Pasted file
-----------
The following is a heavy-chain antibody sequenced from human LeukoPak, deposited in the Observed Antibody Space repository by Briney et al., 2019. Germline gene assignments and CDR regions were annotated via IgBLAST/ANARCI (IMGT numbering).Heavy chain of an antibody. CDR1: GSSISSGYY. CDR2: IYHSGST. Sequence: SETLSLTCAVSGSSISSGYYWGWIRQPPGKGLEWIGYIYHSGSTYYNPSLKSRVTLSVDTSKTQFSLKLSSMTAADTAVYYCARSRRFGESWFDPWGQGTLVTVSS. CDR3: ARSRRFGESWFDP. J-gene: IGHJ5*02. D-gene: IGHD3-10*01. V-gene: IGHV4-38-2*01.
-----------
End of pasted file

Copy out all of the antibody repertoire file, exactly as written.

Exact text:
The following is a heavy-chain antibody sequenced from human LeukoPak, deposited in the Observed Antibody Space repository by Briney et al., 2019. Germline gene assignments and CDR regions were annotated via IgBLAST/ANARCI (IMGT numbering).Heavy chain of an antibody. CDR1: GSSISSGYY. CDR2: IYHSGST. Sequence: SETLSLTCAVSGSSISSGYYWGWIRQPPGKGLEWIGYIYHSGSTYYNPSLKSRVTLSVDTSKTQFSLKLSSMTAADTAVYYCARSRRFGESWFDPWGQGTLVTVSS. CDR3: ARSRRFGESWFDP. J-gene: IGHJ5*02. D-gene: IGHD3-10*01. V-gene: IGHV4-38-2*01.